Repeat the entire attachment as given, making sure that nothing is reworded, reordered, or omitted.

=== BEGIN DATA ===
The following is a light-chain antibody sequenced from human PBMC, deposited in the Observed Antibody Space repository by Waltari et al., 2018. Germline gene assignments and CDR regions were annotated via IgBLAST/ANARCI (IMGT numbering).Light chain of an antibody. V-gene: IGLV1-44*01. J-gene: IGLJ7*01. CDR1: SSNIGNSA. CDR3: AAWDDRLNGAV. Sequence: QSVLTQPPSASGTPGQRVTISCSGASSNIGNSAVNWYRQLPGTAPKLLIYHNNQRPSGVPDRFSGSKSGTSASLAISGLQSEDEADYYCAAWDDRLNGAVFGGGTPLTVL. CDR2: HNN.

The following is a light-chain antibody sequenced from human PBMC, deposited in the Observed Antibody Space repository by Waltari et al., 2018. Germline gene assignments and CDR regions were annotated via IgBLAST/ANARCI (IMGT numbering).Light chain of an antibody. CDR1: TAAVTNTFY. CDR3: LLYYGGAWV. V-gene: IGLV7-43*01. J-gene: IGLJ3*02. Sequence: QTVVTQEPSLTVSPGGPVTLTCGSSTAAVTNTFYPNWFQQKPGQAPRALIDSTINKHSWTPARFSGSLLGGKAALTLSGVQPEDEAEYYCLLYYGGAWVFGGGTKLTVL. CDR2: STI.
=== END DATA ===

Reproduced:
The following is a light-chain antibody sequenced from human PBMC, deposited in the Observed Antibody Space repository by Waltari et al., 2018. Germline gene assignments and CDR regions were annotated via IgBLAST/ANARCI (IMGT numbering).Light chain of an antibody. V-gene: IGLV1-44*01. J-gene: IGLJ7*01. CDR1: SSNIGNSA. CDR3: AAWDDRLNGAV. Sequence: QSVLTQPPSASGTPGQRVTISCSGASSNIGNSAVNWYRQLPGTAPKLLIYHNNQRPSGVPDRFSGSKSGTSASLAISGLQSEDEADYYCAAWDDRLNGAVFGGGTPLTVL. CDR2: HNN.

The following is a light-chain antibody sequenced from human PBMC, deposited in the Observed Antibody Space repository by Waltari et al., 2018. Germline gene assignments and CDR regions were annotated via IgBLAST/ANARCI (IMGT numbering).Light chain of an antibody. CDR1: TAAVTNTFY. CDR3: LLYYGGAWV. V-gene: IGLV7-43*01. J-gene: IGLJ3*02. Sequence: QTVVTQEPSLTVSPGGPVTLTCGSSTAAVTNTFYPNWFQQKPGQAPRALIDSTINKHSWTPARFSGSLLGGKAALTLSGVQPEDEAEYYCLLYYGGAWVFGGGTKLTVL. CDR2: STI.